Blog IVF#4 – The Transfer of Life…

Jane and Alex’s IVF journey continues with Jane’s penultimate blog…

To read Jane’s 1st Blog click here   To read Jane’s 2nd Blog click here   To read Jane’s 3rd blog click here.

On the day of the transfer, (day 5), we found ourselves in a situation of déjà vu. Our last IVF journey had followed similar lines. The update was that there was one strong embryo to return to my uterus, but that a second embryo had improved overnight and made the grade to be returned – although not as strong, there was still a good chance it could progress to become a baby.

In this situation the clinic’s policy states that both embryos should be returned to allow nature to take its course – as long as the parents consent – as this means there is a much higher chance of twins. So, we had gone from fearing one embryo would not succeed to having to think of the reality of accepting the chance of having twins! The emotional rollercoaster continued.

Alex and I decided to go with the clinic’s policy – twins would be hard work – but so loved – and not returning the second embryo would lead to its demise as it had not reached the required grade to allow the clinic to freeze it for the future.  We had not started the process of IVF – helping to create life – to then take that possibility of life away. We agreed to the double transfer with gratitude.

When we got to the clinic I was once again clothed in a charming gown and hair net and my husband now had to dress for theatre too – he was welcomed to be present at the ‘conception’ which is a highly ironic situation but one Alex was pleased to be part of.

The nurses and embryologist spoke to us about the situation and went over the possibilities of the process – from having two successful embryos continuing their journey and developing into twins (or even the possibility of the embryo’s splitting and creating triplets or quads) to neither surviving the next three weeks ahead – after which a pregnancy test would be carried out to see the outcome. Positive of negative.

After the nurse spoke to us the embryologist gave us two photographs – one of each embryo that was due to be transferred. We were then left for five minutes to get ready for the transfer.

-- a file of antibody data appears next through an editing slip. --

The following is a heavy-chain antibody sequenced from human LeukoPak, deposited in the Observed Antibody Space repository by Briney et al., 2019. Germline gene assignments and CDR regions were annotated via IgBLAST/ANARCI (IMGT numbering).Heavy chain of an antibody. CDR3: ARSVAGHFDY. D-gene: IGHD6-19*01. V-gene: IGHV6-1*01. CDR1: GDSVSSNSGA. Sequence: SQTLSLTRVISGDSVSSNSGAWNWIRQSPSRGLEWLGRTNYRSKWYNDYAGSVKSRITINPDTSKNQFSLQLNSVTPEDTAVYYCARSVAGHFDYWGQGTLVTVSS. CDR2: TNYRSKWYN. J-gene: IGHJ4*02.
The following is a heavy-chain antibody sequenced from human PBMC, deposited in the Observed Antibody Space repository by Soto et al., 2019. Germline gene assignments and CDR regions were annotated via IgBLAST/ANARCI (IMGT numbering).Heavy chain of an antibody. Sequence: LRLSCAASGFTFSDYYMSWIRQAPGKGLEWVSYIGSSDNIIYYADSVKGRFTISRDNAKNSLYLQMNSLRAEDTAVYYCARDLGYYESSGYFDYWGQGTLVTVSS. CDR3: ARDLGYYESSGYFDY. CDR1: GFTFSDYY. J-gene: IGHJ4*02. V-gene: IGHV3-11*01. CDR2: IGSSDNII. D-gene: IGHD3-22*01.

The photographs opened up my floodgates of emotion and I found myself crying, taking myself by surprise. The photographs were so clear.

A last minute loo stop and some hairnet adjusting followed before we were taken through to the theatre. The atmosphere was relaxing and classical music played in the background. I lay down on a theatre bed and the procedure began which is quick and painless.

The eggs were returned to the uterus through an inserted catheter and the process felt like a prolonged smear test, not pleasant but not painful. To take my mind off of this I watched the scan screen to witness the embryos being returned. We saw a flurry of movement and two tiny dots appeared on the screen – our embryos!

I was out of the theatre in about ten minutes and relaxing in the recovery room. I felt like the embryos may ‘fall out’ – a common feeling apparently but impossible.

We returned home and for three weeks I needed to continue taking the cyclogest pessaries before completing the all-important pregnancy test.  It was hard to believe that the process was finally complete.  The clinic could do no more, it was now nature’s turn to continue or put an end to our journey.

Another waiting game commenced. We had our fingers firmly crossed for a positive outcome…

For more information on IVF success rates, fertility treatment options and detailed information see the NHS website

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